‘No go’ on county ordinance for sheriff’s office

Published 7:42 pm Thursday, August 2, 2018

An inquiry into whether the county can impose ordinances on sheriff’s office policy has been answered, and the answer is no.

At the request of Commissioner Hood Richardson, county staff looked into whether the county could create an ordinance that would change how the sheriff’s office notified family or other designated parties that an inmate had been transferred to the hospital from the Beaufort County Detention Center.

“You’ve previously received from me information from the School of Government; you’ve also received information from me, previously from the Sheriff’s Association, which were two of the entities that you asked that we check with. You have also — last week, I received an email that I forwarded to all of you form the North Carolina Association of County Commissioners. That was the third group you asked me to look at,” said county Manager Brian Alligood in July’s meeting of the Beaufort County Board of Commissioners.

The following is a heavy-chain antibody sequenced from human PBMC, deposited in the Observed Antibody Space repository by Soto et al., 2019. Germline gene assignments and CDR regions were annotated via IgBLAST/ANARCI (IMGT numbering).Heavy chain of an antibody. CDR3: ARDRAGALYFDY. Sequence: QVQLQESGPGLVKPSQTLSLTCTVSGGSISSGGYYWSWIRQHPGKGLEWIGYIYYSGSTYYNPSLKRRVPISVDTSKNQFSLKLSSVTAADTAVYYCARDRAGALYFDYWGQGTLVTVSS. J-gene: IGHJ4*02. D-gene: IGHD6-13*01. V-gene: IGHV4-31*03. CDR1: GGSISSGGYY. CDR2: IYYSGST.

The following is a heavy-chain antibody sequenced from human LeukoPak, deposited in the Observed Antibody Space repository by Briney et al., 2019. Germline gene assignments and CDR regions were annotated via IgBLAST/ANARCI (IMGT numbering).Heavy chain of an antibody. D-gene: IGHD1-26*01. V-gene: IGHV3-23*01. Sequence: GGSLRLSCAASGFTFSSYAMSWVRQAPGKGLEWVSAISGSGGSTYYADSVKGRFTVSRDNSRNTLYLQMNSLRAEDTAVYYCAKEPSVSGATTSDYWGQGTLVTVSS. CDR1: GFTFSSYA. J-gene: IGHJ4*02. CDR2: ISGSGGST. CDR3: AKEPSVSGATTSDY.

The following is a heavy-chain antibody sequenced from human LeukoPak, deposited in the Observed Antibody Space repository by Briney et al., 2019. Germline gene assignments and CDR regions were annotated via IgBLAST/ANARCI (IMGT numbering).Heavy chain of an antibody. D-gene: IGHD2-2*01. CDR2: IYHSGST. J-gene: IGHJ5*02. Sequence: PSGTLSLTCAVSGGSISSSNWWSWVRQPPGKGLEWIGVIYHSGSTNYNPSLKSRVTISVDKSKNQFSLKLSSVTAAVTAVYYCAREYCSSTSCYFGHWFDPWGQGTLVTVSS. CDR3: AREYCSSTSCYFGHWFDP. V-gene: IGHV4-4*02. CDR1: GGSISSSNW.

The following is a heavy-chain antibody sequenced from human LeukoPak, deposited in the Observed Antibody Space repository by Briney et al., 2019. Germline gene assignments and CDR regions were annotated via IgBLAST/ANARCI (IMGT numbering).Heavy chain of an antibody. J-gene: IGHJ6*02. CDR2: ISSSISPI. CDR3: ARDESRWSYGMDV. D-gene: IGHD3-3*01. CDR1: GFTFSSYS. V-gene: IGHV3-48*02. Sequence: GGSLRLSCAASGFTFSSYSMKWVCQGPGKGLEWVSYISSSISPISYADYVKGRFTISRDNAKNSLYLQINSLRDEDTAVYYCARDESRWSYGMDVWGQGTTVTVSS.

All three entities had basically the same reply, according to Alligood and county attorney David Francisco.

“While the Board of County Commissioners has some nominal influence over a sheriff’s office due to the commissioners’ ability to set the sheriff’s budget, I am unaware of anything in North Carolina law that would suggest a sheriff reports to the Board of County Commissioners,” Adam Pridemore, legislative counsel for the North Carolina Association of County Commissioners, wrote in an email.

Francisco read to commissioners the response to the inquiry from the North Carolina Sheriffs Association.

“Any ordinance adopted would be contrary to the North Carolina Constitution. It would not be binding on the sheriff,” wrote Edmond W. Caldwell Jr., executive vice president and general counsel of the North Carolina Sheriffs Association.

The inquiry was set in motion by Richardson regarding Cory Anderson who, while serving a 30-day sentence for probation violation in May 2017, was transferred from the Beaufort County Detention Center to Vidant Beaufort Hospital after he notified jail staff that he “caught a cough” other inmates were passing around, according to the Medical Examiner’s report. Anderson died on May 8, 2017, from pneumonia and septic shock, the report states.

“Unfortunately, he passed away, but he passed away at the hospital. My understanding is that the family was notified (Anderson was in the hospital) by the hospital, even though it was not notified by the sheriff’s office,” Francisco said.

Francisco advised Richardson that the General Assembly would have to change state law in order for any ordinance to be imposed by the county on sheriff’s office operations.